As its economic weight grows, China is beginning to express an active interest in the strategic significance held by Oceania. It has already become a major trading partner for island nations in the Oceanic region that, just like many other countries in the world, are joining China’s Belt and Road Initiative. Papua New Guinea, Fiji, and Vanuatu are the Oceanic countries closest to Australian shores, and are of primary strategic importance for its defense policy. Putting Chinese military bases in those nations would have spelled total disaster for Australia.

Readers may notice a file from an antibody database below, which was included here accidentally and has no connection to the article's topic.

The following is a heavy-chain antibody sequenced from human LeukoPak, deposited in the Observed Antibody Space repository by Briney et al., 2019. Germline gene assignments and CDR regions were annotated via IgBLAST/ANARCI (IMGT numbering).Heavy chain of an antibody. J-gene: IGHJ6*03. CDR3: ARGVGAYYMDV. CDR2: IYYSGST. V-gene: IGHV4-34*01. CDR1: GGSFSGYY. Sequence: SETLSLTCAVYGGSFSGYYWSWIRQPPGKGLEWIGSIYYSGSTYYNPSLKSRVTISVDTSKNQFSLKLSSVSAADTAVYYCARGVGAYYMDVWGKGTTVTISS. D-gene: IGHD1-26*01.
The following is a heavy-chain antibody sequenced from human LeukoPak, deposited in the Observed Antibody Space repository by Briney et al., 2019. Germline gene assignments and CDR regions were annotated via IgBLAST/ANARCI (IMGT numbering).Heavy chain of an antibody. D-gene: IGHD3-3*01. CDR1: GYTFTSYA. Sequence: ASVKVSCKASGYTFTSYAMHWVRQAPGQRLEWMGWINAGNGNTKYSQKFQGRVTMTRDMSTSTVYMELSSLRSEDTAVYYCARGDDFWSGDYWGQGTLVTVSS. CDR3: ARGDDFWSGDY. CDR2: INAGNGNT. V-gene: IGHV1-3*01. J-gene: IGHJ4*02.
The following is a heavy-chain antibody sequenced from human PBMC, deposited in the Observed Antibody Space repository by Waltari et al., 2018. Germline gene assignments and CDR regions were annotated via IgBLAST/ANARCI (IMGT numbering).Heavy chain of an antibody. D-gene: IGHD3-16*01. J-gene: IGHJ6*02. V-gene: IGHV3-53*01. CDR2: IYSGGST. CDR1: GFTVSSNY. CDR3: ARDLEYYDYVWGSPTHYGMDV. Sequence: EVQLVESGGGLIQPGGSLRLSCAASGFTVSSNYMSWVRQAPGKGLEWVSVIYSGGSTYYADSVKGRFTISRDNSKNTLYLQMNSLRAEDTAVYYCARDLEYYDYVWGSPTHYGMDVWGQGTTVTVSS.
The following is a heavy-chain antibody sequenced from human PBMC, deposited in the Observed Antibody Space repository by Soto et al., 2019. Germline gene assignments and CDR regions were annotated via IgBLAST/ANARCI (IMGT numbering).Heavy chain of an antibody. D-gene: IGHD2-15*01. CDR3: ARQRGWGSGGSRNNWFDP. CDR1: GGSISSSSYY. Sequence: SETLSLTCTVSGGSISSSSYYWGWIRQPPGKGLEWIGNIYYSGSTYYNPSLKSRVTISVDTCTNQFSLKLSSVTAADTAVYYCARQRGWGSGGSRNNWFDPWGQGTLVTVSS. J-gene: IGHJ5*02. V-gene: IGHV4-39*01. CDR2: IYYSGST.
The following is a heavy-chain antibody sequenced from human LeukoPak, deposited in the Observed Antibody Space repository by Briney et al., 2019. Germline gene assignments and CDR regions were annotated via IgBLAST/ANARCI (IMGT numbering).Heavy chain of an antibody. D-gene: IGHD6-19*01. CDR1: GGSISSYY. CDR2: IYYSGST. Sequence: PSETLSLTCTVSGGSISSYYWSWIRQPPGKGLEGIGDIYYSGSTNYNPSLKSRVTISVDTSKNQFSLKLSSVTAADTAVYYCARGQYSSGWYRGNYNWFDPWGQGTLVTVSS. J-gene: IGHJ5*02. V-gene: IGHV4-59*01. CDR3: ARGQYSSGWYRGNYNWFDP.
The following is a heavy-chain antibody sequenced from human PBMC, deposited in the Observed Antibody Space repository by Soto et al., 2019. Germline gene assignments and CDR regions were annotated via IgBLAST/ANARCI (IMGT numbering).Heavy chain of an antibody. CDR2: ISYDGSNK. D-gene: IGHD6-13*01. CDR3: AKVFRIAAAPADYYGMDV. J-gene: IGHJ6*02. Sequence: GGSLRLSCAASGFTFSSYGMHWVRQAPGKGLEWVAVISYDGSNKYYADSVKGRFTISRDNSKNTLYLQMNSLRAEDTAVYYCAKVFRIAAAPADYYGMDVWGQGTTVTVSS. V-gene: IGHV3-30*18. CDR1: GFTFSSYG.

Considering the importance of Papua New Guinea, it should be noted that Australia’s strong ties with this island state guarantee it a high level of security against invasion. For its part, China has been displaying an interest in PNG for a long time now, including in the field of defense. In 2018, Papua New Guinea’s Prime Minister Peter O’Neill paid a visit to the PRC, and expressed an interest in the Belt and Road Initiative, after which China began discussing a joint plan with PNG for developing its local ports, including one on Manus Island. The island itself has a number of advantages, including its strategic location, proximity to the South China Sea, and convenient natural harbor. In response, in September 2018 Australia was able to “head off” China’s proposal and sign an agreement with PNG worth 3.6 million USD on upgrading the wharf facility and other infrastructure at the Lombrum Naval Base on Manus.